Every month, we bring together B2B CMOs for in-depth “huddles” on the most pressing issues of the day. The issues right now are intense. How do you keep motivation levels high with so much uncertainty? How do you replace the leads you hoped to get from physical events that have once-again been cancelled? How do you justify your marketing budget with so much in flux on the horizon? It is this last question that yielded a powerful blueprint for just about any B2B CMO.
The process for securing a budget for marketing is as varied as the botanicals used to flavor gin (see final thoughts). Some set budgets on a project-by-project basis (this is the worst-case scenario). Other budgets are based on predetermined ratios of spending to revenue or marketing spend versus sales spend. Some have their budgets reevaluated every month (this stinks), others quarterly and still others annually. Regardless of your budgeting situation, here are five budget-securing gems:
Build Credibility First
Marketing and marketers are often viewed with skepticism by CFOs and other C-suite members. As such, it is incumbent upon a new CMO to build credibility by delivering on their initial commitments and seeking quick wins wherever they can find them. Typically, this happens by running a demand generation program that the sales team acknowledges as effective – if they don’t bless the results, then you’re back to square zero.
Get Funnel Metrics in Place
While a 100% accurate attribution model is a pipe dream (pun intended,) especially for brands selling to large enterprises, you as the marketer need to have a system in place to track the lead generation to sales process. At minimum, you should have the ability to measure “first touch” and “last touch” and have an agreement with both the CRO and CFO that these are the metrics that they too can bless. The goal here is to build some predictability into the budgeting process, such that total marketing spend translates into the desired quantity of qualified leads.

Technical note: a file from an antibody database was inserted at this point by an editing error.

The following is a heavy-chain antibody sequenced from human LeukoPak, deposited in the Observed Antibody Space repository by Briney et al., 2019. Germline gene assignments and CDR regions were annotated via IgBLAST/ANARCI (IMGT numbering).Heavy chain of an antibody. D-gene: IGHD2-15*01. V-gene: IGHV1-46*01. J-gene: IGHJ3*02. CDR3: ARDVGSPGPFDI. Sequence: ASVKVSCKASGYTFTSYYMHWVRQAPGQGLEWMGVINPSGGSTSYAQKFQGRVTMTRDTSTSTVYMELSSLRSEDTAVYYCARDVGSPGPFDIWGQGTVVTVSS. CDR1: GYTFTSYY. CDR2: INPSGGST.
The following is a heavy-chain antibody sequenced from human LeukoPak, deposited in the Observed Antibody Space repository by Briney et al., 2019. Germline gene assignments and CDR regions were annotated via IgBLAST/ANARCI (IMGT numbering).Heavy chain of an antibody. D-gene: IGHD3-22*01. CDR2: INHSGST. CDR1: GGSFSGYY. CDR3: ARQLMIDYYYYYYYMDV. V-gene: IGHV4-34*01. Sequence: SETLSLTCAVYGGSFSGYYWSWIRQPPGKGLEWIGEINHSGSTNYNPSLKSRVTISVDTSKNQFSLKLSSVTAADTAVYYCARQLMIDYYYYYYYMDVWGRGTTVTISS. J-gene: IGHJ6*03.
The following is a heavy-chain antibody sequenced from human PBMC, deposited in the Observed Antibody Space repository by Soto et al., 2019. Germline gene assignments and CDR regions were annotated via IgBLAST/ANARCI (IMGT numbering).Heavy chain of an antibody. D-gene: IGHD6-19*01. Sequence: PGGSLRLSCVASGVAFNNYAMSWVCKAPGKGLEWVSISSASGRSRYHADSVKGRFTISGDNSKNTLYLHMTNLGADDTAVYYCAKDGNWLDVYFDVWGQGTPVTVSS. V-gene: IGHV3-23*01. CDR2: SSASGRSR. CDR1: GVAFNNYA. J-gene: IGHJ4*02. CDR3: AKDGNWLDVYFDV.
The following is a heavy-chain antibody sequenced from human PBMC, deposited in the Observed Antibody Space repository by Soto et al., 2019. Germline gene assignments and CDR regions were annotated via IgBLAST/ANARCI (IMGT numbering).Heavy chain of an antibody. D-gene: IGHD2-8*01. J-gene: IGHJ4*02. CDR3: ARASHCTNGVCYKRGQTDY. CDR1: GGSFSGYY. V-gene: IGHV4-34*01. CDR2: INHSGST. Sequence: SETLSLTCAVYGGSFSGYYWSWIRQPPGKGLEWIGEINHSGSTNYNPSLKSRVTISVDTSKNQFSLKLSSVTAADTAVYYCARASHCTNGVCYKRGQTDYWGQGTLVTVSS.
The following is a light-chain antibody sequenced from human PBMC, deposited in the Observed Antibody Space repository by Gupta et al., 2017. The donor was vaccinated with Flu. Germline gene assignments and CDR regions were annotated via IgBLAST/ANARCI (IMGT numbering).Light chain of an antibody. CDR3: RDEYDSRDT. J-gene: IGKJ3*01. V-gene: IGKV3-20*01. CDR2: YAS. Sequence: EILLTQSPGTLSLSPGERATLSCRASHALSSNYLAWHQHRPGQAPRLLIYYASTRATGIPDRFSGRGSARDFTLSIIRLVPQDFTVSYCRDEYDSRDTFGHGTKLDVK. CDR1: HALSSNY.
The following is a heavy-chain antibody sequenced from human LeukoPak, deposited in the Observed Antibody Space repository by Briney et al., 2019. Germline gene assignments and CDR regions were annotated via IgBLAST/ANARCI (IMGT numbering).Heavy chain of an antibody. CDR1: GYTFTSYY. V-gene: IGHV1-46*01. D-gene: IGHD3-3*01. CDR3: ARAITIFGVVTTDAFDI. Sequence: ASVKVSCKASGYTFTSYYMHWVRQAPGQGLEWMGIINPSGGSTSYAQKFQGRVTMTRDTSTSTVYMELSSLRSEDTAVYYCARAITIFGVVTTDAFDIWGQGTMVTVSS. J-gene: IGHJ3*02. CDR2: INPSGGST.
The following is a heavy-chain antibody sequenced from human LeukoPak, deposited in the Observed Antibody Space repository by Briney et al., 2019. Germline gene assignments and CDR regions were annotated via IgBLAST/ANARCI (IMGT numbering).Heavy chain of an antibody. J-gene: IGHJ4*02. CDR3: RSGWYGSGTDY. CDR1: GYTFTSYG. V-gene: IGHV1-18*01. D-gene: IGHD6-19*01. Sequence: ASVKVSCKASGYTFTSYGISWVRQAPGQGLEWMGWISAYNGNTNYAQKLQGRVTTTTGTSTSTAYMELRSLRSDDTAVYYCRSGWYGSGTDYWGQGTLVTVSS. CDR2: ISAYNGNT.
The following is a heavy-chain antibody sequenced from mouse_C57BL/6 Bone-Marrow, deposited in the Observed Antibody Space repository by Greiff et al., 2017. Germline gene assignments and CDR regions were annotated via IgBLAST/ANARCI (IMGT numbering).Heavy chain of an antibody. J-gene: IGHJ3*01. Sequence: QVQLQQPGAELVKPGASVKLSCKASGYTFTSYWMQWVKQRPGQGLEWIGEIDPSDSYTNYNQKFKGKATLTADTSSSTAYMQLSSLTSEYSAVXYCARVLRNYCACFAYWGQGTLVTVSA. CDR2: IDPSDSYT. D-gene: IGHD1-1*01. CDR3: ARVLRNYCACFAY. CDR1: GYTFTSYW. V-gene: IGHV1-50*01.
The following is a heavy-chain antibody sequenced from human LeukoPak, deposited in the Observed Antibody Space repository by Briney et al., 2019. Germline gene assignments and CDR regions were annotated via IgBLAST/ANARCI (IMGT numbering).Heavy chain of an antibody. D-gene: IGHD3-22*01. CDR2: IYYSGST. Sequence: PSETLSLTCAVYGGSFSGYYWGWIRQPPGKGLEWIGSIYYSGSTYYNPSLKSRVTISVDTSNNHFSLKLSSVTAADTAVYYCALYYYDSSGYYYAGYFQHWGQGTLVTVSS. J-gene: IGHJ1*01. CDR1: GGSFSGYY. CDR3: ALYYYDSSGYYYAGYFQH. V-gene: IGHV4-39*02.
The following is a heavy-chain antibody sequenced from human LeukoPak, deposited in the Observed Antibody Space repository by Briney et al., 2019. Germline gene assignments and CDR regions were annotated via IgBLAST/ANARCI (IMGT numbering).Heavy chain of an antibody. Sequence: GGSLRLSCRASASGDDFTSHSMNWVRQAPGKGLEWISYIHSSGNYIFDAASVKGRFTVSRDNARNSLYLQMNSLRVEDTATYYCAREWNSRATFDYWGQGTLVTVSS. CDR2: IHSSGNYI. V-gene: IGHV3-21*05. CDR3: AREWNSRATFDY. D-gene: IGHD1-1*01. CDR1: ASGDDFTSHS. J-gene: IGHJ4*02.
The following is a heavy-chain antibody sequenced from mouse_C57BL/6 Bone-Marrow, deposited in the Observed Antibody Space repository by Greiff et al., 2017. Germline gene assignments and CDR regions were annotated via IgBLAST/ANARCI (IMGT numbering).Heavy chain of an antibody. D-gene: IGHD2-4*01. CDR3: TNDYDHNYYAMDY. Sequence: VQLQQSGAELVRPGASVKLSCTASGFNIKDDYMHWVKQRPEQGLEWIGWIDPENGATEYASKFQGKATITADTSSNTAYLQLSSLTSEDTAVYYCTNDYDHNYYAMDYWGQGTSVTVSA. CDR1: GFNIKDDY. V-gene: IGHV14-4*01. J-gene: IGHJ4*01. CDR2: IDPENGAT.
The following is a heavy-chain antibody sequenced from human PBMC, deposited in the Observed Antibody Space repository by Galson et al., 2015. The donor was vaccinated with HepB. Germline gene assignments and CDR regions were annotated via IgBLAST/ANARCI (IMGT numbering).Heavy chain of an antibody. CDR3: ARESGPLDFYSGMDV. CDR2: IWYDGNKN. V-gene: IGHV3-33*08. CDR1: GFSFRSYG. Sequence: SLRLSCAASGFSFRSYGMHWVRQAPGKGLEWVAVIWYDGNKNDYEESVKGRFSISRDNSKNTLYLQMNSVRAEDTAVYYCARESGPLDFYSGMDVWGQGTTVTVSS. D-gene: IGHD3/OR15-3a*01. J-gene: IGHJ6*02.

Forget About MQLs
Several CMOs have stopped reporting on marketing qualified leads (MQLs) because these can create a false sense of accomplishment within the marketing team. Instead, these CMOs are shifting the emphasis to either sales qualified leads (SQLs) or pipeline (confirmed account opportunities). These metrics ensure that the marketing team delivers predictable results AND never loses sight of the ultimate objective of their demand generating activities: to drive organizational revenue.
Align Remit with Sales
One CMO shared a hard-earned lesson from his first presentation to a board of directors. At the meeting, he extolled the incredible lead generating efforts from marketing, to which a board member responded, “if your numbers are correct, then the sales team must be screwing up because we’re not hitting our overall sales goals.” It took that CMO a long time to rebuild his relationship with the head of sales, and he vowed to never again present data without having 100% advanced agreement with sales.
Turn Experiments into Big Bets
Several CMOs shared they allocated 10-20% of their annual budget to various types of tests with the hope that one or two might be worthy of larger investments down the road. Another CMO preferred a “big bets” approach, in which the marketing organization commits to one big experiment that could result in a massive payout. The examples provided included committing to a vertical-only approach, investing in conversational marketing software, and ABM software that tracks intent signals.
Renegade Thinkers Live, our livestreaming show, features three “huddlers” every other week discussing the most pressing issues of the day. In the middle of the show, we do a gin tasting, challenging our taste buds to identify the best blend of botanicals. Like marketing, there is no perfect gin, but some efforts come pretty darn close. And to that pursuit, we say, cheers!